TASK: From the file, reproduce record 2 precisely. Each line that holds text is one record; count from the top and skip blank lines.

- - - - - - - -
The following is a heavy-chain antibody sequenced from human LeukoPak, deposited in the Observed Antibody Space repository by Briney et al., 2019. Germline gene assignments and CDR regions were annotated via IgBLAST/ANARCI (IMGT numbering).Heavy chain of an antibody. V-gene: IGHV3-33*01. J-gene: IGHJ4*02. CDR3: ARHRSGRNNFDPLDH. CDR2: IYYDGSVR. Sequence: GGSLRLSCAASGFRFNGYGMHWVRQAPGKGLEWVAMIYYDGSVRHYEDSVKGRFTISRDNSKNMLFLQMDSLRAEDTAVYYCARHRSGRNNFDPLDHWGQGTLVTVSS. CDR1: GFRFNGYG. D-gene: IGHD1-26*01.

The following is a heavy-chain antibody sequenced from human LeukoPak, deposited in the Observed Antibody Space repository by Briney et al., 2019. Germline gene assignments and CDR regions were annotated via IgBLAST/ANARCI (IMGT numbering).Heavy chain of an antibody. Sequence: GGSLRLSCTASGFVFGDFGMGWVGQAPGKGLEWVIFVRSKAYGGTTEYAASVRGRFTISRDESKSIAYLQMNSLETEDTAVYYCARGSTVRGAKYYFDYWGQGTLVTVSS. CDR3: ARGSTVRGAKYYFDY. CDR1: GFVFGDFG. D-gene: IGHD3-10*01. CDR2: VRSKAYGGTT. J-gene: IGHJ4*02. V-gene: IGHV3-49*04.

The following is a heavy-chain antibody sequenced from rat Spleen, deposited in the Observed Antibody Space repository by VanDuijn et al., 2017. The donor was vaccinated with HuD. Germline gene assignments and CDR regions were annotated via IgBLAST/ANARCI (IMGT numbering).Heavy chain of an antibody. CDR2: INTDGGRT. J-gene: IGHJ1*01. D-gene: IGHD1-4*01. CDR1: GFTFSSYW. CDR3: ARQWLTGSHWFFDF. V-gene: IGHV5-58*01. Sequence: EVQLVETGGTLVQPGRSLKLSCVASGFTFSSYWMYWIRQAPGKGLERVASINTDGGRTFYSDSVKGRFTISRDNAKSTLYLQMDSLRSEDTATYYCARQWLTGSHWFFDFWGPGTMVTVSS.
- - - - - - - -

The following is a heavy-chain antibody sequenced from human LeukoPak, deposited in the Observed Antibody Space repository by Briney et al., 2019. Germline gene assignments and CDR regions were annotated via IgBLAST/ANARCI (IMGT numbering).Heavy chain of an antibody. Sequence: GGSLRLSCTASGFVFGDFGMGWVGQAPGKGLEWVIFVRSKAYGGTTEYAASVRGRFTISRDESKSIAYLQMNSLETEDTAVYYCARGSTVRGAKYYFDYWGQGTLVTVSS. CDR3: ARGSTVRGAKYYFDY. CDR1: GFVFGDFG. D-gene: IGHD3-10*01. CDR2: VRSKAYGGTT. J-gene: IGHJ4*02. V-gene: IGHV3-49*04.